A lot of attention has been focused on Yorkton’s plan to redo Broadway Street, a project which is likely to eclipse $40 million, depending on the state of water lines, sewer lines and storm water pipes buried beneath the aged asphalt.
It is easy to drive down Broadway as spring thaw is upon us and realize just how badly new asphalt is needed.
Much of the street is simply a maze of car jarring holes.
At present the City has to be reluctant to invest much money in spot repairs as consideration of the larger reconstruction continues.
Yorkton Council has made it quite clear they will need federal and provincial participation in funding the Broadway project, as it would be too large a financial burden to take on alone.
Considering how a new $40 million dollar project would hamstring the City’s ability to borrow for any other need in the short and medium-term, such a worry by Council is legitimate.
There is of course some federal infrastructure dollars being invested across the country right now, but whether enough will filter down to a community Yorkton’s size is pretty unclear.
The feds have a tendency to like the mega-project, projects where they can get the maximum positive media spin for investing taxpayer dollars.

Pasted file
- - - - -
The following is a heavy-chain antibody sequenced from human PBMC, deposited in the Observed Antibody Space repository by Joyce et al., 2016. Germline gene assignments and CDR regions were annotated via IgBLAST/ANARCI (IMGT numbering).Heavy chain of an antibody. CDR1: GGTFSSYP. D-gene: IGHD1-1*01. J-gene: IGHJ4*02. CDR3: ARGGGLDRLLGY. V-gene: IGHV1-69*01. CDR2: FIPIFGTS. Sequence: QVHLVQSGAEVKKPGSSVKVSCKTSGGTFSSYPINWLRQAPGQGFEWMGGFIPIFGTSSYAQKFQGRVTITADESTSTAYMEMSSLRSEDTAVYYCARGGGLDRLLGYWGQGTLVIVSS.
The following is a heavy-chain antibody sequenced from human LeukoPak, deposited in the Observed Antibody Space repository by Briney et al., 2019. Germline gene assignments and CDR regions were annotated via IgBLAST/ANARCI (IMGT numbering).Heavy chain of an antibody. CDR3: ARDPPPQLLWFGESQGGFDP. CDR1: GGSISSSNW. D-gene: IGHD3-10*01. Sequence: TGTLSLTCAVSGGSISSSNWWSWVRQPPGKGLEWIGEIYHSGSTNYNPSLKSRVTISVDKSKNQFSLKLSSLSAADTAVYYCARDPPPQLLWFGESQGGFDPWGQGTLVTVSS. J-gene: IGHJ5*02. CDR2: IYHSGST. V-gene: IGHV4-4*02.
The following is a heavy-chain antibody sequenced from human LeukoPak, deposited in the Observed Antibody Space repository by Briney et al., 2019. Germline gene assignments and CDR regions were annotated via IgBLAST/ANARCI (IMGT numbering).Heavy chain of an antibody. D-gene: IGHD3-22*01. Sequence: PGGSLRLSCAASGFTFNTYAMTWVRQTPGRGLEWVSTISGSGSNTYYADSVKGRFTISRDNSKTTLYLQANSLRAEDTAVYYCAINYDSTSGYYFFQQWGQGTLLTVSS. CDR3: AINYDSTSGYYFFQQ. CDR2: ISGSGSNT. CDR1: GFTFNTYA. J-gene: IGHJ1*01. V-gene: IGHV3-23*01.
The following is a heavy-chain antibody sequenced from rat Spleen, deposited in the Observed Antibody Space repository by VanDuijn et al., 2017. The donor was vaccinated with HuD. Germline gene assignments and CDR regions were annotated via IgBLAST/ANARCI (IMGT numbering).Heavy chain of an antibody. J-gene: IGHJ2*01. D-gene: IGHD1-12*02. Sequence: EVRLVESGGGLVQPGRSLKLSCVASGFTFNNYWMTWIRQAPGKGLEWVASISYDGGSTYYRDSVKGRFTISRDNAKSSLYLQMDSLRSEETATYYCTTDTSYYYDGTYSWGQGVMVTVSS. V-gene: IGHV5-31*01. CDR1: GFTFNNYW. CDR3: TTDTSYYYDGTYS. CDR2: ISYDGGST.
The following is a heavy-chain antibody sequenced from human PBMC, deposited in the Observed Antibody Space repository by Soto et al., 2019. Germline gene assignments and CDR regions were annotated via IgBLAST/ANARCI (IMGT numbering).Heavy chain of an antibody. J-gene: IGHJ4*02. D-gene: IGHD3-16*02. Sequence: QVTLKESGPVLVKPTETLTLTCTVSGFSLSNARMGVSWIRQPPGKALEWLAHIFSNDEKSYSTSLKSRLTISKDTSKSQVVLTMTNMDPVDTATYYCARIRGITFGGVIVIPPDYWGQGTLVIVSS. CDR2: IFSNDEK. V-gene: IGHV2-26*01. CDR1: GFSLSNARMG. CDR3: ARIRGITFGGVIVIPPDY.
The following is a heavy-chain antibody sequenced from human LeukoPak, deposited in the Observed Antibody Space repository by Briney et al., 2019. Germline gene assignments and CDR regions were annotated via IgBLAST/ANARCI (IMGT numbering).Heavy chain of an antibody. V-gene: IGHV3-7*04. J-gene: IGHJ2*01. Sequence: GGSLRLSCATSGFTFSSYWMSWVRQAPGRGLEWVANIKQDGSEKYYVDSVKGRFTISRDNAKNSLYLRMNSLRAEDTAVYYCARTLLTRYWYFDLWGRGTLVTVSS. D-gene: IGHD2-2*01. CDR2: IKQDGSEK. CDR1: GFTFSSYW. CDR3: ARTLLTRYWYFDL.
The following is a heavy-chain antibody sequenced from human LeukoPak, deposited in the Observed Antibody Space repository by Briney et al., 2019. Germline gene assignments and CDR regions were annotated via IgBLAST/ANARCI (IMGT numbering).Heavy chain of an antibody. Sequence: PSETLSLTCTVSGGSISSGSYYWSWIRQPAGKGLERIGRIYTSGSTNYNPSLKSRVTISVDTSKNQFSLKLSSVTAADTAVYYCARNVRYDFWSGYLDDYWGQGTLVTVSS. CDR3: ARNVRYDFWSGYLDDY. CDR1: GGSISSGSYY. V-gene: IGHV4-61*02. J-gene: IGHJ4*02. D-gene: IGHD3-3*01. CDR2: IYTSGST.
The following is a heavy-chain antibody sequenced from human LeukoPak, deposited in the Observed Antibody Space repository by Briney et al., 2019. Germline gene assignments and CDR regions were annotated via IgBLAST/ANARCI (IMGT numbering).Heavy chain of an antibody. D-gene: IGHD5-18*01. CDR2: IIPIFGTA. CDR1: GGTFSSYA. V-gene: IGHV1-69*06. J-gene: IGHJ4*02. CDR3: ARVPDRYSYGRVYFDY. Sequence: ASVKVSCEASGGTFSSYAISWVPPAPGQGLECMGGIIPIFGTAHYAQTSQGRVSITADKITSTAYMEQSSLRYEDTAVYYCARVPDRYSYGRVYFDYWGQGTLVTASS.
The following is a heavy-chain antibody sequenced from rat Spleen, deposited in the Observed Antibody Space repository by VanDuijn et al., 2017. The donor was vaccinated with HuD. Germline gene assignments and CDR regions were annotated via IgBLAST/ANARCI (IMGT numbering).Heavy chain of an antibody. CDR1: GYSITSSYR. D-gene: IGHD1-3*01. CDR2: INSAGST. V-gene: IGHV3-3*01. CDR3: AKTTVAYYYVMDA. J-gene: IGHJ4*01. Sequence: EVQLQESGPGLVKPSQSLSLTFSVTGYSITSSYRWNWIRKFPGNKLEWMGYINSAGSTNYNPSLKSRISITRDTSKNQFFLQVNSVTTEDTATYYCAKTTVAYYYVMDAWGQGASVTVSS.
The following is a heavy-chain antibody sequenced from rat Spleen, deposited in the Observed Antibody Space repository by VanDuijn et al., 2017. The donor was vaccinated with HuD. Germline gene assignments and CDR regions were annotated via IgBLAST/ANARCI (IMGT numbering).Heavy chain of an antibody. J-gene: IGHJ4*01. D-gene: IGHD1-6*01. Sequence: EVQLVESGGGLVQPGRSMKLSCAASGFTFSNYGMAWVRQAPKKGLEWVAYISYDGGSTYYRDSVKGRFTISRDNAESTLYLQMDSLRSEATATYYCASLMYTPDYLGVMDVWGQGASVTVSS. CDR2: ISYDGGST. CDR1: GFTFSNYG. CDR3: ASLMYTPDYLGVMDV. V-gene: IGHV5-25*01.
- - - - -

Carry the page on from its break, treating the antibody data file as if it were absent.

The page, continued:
Yorkton is not exactly a high profile community in national terms, and it is situated in a province whose federal votes account for little in terms of winning or losing federal elections.
So expecting a third of the funding for Broadway to come from Ottawa might be a bit of a stretch.
Regardless of the eventual fate of the proposed Broadway project, this spring is showing a much larger issue facing the city.
As punched out as the asphalt is on Broadway Street right now, its condition is not an isolated situation.
Gladstone Avenue from Smith Street to Broadway is a pock-marked mess, one mimicked by much of Darlington, and the list could go on and on.
It does not take long, as we drive around the city this spring, to realize asphalt infrastructure needs a massive upgrade.
And the question is how will that be paid for moving forward?
Yorkton Council has increased spending on renewal the past few years, but is still losing ground to the effects of age on things such as asphalt, underground piping, curbs and sidewalks.
The higher levels of government might come through on a project such as Broadway, but they can’t afford to be in on every side street upgrade whether it’s Yorkton, or Estevan, Lethbridge, or Toronto. The coffers are not that fat.
So the City is going to face many of the projects alone, and the list of streets-in-need will grow longer, and the needs more dire, with each passing year.
Recent Councils have focused a lot of effort on planning.
Creating an affordable plan which keeps pace with street reconstructions in Yorkton may be one of the biggest issues facing Council and Administration in decades, if not in the community’s history.